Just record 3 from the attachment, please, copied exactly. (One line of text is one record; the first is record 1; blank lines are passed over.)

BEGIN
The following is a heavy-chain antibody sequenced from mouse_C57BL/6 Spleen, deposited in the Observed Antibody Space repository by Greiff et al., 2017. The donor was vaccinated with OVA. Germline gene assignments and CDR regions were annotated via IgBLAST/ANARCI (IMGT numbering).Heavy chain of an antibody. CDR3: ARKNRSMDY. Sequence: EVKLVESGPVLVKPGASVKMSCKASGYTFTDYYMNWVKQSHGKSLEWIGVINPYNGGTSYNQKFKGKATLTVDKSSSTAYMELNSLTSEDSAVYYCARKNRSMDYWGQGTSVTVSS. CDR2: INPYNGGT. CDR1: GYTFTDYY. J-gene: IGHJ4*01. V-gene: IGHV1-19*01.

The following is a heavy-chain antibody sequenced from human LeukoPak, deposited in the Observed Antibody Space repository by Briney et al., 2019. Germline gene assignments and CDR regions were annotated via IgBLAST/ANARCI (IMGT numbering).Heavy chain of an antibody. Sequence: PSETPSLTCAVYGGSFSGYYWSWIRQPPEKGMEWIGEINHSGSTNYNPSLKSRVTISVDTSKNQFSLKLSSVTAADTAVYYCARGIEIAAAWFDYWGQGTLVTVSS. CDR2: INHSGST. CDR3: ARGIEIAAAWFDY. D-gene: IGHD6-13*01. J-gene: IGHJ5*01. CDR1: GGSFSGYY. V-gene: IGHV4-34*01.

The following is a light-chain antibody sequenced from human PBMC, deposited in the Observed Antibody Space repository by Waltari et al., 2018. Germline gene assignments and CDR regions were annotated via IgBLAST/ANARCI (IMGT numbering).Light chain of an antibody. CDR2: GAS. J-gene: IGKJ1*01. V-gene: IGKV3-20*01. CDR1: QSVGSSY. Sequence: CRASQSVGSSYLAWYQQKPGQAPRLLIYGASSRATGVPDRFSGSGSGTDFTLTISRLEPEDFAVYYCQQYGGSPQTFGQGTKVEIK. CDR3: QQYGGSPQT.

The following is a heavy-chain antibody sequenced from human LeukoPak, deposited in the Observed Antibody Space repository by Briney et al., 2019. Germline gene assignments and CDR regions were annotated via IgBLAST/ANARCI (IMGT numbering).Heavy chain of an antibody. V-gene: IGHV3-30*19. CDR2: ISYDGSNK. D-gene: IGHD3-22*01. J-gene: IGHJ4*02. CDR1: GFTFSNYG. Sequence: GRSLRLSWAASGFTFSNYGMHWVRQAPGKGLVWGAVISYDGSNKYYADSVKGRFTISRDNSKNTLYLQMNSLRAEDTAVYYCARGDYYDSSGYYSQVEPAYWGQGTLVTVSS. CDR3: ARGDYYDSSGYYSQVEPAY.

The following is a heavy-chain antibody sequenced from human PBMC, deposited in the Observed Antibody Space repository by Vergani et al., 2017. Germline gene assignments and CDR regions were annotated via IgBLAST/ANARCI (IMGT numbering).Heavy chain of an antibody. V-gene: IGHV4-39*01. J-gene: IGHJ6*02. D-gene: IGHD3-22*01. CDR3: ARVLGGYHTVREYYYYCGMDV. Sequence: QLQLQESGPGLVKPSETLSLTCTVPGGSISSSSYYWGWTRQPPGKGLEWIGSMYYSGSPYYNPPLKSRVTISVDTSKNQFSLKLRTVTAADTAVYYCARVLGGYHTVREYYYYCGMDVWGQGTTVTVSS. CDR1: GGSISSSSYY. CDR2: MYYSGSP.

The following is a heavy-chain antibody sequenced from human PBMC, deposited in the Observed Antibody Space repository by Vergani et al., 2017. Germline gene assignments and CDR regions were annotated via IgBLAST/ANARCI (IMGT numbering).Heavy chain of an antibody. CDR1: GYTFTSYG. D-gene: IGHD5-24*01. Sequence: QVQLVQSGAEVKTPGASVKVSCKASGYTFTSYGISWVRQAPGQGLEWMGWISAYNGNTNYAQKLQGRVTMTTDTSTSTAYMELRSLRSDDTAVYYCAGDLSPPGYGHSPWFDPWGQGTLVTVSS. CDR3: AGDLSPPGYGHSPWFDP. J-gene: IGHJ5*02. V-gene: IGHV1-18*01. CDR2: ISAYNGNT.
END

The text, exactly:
The following is a light-chain antibody sequenced from human PBMC, deposited in the Observed Antibody Space repository by Waltari et al., 2018. Germline gene assignments and CDR regions were annotated via IgBLAST/ANARCI (IMGT numbering).Light chain of an antibody. CDR2: GAS. J-gene: IGKJ1*01. V-gene: IGKV3-20*01. CDR1: QSVGSSY. Sequence: CRASQSVGSSYLAWYQQKPGQAPRLLIYGASSRATGVPDRFSGSGSGTDFTLTISRLEPEDFAVYYCQQYGGSPQTFGQGTKVEIK. CDR3: QQYGGSPQT.